Rhinoliner lasted 3 weeks before it got first cut and cost $500 more and daler said it was " abuse" Thought trucks were for hauling stuff???? after some bitchin' they repaired it. For my money $50 herculiner on sale at menards was money well spent
  8. IMAGE

    IMAGE Sponsor
    Messages: 1,737

    The key is to sand the existing paint to rough it up. That gives the roll on liner something to stick to. If you put in on glossy paint it will peal off easily.
  9. 04sd

    04sd Senior Member
    from pa
    Messages: 266

    IMHO, Herculiner and Durabak are the two best roll on liners. They require proper surface prep per the instructions, not just wipe it down with whatever paint thinner you have on hand. I've used gray Durabak on the inside of my Bronco, no more carpet, and I'm very happy with it.

    That said, my last three pickups, since 1992, have all had Ford drop in bedliners. At less than $250 the price is hard to beat and they've held up very well. These trucks aren't abused but they have hauled snow plows, engines, transmissions, axle housings, small farm equipment, etc. I wouldn't use a spray on or roll on liner unless it's something where you can't get a drop in liner.
  10. CityGuy

    CityGuy PlowSite Fanatic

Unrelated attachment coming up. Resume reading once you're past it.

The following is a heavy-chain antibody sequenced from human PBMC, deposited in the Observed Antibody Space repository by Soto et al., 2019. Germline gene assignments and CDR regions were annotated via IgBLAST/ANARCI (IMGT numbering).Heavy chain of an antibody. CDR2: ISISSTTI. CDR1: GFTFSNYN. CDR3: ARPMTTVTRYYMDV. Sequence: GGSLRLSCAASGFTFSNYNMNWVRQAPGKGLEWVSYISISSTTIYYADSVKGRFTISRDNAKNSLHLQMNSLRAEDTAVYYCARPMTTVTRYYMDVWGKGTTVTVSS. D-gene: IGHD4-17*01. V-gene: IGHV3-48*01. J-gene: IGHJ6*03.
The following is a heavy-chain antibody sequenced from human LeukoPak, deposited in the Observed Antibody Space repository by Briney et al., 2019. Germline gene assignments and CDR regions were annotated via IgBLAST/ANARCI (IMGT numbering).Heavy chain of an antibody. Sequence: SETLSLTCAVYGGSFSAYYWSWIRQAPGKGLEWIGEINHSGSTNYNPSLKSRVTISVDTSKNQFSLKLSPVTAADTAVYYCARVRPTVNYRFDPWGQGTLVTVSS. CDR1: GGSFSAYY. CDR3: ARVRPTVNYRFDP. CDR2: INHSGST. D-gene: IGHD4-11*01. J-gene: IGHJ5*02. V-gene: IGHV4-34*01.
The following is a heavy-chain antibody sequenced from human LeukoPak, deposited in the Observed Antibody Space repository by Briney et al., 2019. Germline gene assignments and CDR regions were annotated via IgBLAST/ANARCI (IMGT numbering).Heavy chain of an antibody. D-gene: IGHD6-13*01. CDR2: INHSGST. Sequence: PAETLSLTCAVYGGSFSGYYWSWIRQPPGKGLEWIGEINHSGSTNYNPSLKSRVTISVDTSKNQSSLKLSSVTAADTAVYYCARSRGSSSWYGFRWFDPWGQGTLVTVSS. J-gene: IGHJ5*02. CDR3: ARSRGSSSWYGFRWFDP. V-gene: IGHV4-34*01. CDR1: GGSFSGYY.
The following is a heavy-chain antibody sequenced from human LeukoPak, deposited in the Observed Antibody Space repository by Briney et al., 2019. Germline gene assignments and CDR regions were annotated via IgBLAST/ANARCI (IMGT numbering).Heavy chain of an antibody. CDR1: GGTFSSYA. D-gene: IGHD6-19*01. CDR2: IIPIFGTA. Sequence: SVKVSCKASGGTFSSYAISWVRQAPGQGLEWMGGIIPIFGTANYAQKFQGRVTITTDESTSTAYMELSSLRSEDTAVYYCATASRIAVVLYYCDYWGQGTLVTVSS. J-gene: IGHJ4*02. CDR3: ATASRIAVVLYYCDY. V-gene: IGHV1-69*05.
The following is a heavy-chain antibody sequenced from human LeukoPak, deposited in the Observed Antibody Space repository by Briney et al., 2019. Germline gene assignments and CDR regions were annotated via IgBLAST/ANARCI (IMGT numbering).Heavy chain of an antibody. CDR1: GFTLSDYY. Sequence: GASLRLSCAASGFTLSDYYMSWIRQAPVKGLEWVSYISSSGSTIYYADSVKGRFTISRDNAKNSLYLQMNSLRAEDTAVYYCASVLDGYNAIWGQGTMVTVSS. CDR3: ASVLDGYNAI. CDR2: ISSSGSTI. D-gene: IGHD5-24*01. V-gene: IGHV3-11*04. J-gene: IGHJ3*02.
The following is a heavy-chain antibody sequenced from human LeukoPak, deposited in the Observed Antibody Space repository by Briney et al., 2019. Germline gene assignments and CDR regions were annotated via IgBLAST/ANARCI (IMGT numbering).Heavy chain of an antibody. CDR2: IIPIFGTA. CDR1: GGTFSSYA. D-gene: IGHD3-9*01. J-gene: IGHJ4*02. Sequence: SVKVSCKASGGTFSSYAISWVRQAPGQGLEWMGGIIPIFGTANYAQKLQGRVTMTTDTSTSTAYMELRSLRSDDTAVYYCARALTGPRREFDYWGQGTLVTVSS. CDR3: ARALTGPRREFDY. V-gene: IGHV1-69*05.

Messages: 16,902

    So if I were to consider doing it on my own does the scratch pad work good? Or a friend told me to just but some 200 grit sand paper and sand off all paint and then apply. Is this better?
  11. Dubliner

    Dubliner Senior Member
    Messages: 130

    I had my truck done with Line X when it was new, It's three years old now and not a chip and I throw stuff in the back all the time, It also has a lifetime repair gaurantee if it ever does chip.
  12. Crash935

    Crash935 2000 Club Member
    Messages: 2,377

    If you get a spray on liner you want something with Isosyanate as the second part. Thats what gives it its durability.
  13. ColumbiaLand

    ColumbiaLand Senior Member
    Messages: 790

    Spend the money and get the Line-X, I have two trucks with it now and its the best, no chips and still looks good after several years.payup
  14. 04sd

    04sd Senior Member
    from pa
    Messages: 266

    Is this a new truck?
    I wouldn't sand off all of the paint unless it's an old truck and the paint is already pealing. Use whatever solvent they tell you to use to clean it.